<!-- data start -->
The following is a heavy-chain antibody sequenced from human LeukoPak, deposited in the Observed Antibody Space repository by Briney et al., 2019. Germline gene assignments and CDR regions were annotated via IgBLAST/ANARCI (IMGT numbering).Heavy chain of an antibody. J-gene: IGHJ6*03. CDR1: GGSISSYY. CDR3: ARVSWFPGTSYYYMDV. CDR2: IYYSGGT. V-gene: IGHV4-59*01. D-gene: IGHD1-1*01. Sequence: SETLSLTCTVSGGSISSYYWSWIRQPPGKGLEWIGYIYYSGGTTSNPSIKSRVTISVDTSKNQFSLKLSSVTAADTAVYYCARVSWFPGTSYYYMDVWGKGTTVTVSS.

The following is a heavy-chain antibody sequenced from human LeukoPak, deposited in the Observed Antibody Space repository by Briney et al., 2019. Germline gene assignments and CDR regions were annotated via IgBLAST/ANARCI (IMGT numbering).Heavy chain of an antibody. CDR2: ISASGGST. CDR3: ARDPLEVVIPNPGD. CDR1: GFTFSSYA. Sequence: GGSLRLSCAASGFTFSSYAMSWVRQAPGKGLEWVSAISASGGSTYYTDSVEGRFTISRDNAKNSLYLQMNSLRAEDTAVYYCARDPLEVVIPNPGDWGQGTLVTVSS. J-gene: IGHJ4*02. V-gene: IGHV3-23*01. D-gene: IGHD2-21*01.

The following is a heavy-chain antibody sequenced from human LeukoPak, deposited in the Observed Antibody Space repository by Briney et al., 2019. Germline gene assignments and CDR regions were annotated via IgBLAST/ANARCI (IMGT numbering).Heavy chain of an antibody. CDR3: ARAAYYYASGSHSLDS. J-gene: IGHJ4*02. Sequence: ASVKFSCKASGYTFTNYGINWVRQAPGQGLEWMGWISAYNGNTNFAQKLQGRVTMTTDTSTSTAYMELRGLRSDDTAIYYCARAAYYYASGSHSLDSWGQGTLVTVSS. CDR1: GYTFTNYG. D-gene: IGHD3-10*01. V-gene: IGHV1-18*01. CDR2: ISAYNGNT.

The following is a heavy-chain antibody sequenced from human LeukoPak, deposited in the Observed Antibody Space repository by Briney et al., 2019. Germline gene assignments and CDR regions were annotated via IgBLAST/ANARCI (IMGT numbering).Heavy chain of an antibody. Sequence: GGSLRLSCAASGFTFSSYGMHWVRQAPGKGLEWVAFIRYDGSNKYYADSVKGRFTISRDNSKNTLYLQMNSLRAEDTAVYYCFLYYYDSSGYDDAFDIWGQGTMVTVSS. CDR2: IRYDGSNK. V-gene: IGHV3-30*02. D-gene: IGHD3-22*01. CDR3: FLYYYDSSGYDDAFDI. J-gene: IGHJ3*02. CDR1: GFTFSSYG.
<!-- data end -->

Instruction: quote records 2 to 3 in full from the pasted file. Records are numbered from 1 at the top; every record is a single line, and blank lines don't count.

The following is a heavy-chain antibody sequenced from human LeukoPak, deposited in the Observed Antibody Space repository by Briney et al., 2019. Germline gene assignments and CDR regions were annotated via IgBLAST/ANARCI (IMGT numbering).Heavy chain of an antibody. CDR2: ISASGGST. CDR3: ARDPLEVVIPNPGD. CDR1: GFTFSSYA. Sequence: GGSLRLSCAASGFTFSSYAMSWVRQAPGKGLEWVSAISASGGSTYYTDSVEGRFTISRDNAKNSLYLQMNSLRAEDTAVYYCARDPLEVVIPNPGDWGQGTLVTVSS. J-gene: IGHJ4*02. V-gene: IGHV3-23*01. D-gene: IGHD2-21*01.

The following is a heavy-chain antibody sequenced from human LeukoPak, deposited in the Observed Antibody Space repository by Briney et al., 2019. Germline gene assignments and CDR regions were annotated via IgBLAST/ANARCI (IMGT numbering).Heavy chain of an antibody. CDR3: ARAAYYYASGSHSLDS. J-gene: IGHJ4*02. Sequence: ASVKFSCKASGYTFTNYGINWVRQAPGQGLEWMGWISAYNGNTNFAQKLQGRVTMTTDTSTSTAYMELRGLRSDDTAIYYCARAAYYYASGSHSLDSWGQGTLVTVSS. CDR1: GYTFTNYG. D-gene: IGHD3-10*01. V-gene: IGHV1-18*01. CDR2: ISAYNGNT.